If you’ve ever caught The Rolling Stones Rock and Roll Circus, you probably count The Who’s performance of “A Quick One (While He’s Away)” among the highlights. By then, The Who had lived with the mini-rock opera for two years, and they arrived in peak form. When he caught an earlier performance of the song, Jimi Hendrix hadn’t been too impressed with it.
Speaking with the Los Angeles Free Press in August ’67, Hendrix seemed to admire the theatrical effort by songwriter Pete Townshend. But Hendrix, the consummate showman, thought The Who could have staged “A Quick One (While He’s Away)” more effectively.
Jimi Hendrix thought The Who should ‘jump into’ ‘A Quick One (While He’s Away)’ more on stage
In his interview with the Free Press (reprinted in Hendrix on Hendrix), Hendrix mused about getting into music for theater pieces. “Can you imagine taking Othello and putting it on in your own way?” he asked. “You’d write up some real groovy songs, wouldn’t necessarily have to say the exact lines … Great!”
Then he turned to The Who, with whom he’d played at Monterey Pop, where the Experience topped what had been an impressive set by Townshend and his band. “The Who is doing theater pieces like ‘A Quick One (While He’s Away),'” Hendrix noted. “But golly, man, they just stand there when they sing it. They should jump into it.”
Looking back, that sounds like honest feedback from a legendary performer. Yet Hendrix might have been getting in a subtle dig at The Who. After all, the two groups had battled to see which band would follow the other. (Both had wanted to perform first at Monterey.) They were competitors at the time. And everyone knows who won that round.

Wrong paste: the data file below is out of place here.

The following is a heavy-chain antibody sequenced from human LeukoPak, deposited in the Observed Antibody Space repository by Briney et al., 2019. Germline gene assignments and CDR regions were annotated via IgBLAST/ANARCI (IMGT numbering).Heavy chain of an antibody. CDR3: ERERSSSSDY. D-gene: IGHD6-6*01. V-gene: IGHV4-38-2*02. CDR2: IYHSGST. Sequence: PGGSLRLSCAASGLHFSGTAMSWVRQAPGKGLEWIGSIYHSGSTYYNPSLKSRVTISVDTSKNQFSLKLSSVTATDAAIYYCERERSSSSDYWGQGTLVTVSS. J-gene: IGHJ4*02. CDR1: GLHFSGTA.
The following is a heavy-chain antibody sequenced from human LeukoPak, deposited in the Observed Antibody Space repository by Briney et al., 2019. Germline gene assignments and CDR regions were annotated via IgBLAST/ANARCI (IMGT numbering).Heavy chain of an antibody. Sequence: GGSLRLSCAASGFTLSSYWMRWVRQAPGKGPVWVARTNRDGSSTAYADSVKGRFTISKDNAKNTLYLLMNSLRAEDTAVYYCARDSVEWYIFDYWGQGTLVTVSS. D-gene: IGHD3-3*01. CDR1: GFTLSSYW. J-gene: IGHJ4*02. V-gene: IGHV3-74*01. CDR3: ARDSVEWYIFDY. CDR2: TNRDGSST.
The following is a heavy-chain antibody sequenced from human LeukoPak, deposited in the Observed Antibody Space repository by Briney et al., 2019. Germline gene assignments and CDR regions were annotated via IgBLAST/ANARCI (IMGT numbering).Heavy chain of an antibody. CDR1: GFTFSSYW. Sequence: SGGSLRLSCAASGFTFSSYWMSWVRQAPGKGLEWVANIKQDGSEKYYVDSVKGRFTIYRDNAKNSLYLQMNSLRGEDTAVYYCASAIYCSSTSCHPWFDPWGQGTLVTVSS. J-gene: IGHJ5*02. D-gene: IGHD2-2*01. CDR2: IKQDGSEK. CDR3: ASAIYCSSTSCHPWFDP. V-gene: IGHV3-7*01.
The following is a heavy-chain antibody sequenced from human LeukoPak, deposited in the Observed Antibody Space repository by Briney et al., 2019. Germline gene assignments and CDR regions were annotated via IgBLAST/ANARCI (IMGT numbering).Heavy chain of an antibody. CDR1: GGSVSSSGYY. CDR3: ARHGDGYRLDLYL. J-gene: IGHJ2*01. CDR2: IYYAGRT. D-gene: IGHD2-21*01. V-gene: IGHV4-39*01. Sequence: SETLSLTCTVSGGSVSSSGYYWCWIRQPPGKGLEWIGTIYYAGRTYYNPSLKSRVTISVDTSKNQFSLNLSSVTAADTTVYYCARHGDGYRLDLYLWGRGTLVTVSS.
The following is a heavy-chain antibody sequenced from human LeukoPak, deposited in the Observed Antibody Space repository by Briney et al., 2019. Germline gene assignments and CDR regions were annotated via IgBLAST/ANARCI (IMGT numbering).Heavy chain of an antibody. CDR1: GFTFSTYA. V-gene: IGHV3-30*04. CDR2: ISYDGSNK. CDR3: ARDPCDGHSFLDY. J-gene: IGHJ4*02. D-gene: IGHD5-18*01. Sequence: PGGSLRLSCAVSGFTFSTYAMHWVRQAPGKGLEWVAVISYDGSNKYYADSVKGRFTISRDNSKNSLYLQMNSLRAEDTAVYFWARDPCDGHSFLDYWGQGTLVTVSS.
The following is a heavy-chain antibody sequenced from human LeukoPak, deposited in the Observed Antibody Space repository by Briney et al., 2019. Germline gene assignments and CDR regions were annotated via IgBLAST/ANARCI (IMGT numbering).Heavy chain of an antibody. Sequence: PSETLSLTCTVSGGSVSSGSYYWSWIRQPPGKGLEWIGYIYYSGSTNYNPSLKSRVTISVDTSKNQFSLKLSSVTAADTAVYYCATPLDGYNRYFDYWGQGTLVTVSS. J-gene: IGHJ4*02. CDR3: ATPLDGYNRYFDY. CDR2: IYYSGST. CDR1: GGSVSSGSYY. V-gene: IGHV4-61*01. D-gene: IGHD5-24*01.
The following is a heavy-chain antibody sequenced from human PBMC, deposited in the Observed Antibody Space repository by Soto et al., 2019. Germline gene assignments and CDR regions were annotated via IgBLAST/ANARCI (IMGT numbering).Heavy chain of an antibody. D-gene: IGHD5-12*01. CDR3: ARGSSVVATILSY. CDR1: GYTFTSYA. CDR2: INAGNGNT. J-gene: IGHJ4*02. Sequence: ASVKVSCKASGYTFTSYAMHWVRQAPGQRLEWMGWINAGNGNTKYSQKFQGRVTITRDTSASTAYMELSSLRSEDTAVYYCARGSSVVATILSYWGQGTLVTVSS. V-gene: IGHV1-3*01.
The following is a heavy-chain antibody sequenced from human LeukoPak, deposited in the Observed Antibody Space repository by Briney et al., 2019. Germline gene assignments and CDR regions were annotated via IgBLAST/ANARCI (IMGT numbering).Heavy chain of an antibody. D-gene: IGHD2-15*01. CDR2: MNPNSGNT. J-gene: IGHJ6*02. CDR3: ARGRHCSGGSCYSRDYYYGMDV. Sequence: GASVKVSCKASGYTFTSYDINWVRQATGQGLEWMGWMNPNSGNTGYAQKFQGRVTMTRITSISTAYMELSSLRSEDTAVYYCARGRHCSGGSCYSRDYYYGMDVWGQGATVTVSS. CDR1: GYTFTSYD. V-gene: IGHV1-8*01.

Either way, The Who did improve the presentation of “A Quick One (While He’s Away)” by the time the group accepted the invitation to perform at the Rock and Roll Circus in December ’68.
Hendrix likely missed The Who’s ‘A Quick One’ at ‘The Rolling Stones Rock and Roll Circus’
By the close of ’68, Hendrix was basking in the success of Electric Ladyland and looking ahead to his next move. It’s unlikely he had any great interest in The Who, who hadn’t yet released Tommy (1969). And since Rock and Roll Circus didn’t air at the time, he almost certainly missed that rendition of “A Quick One.”
It would have been interesting to know what Hendrix thought of that performance. For many years,
people Townshend insisted the Stones kept the film in the vaults because The Who had upstaged their hosts. (It finally came out in the ’90s.)
The Who definitely “jumped into it” and pulled off some stage moves at the Circus. But they didn’t quite get to Hendrix’s level (See: His Maui performances). Jimi was simply the toughest act to follow.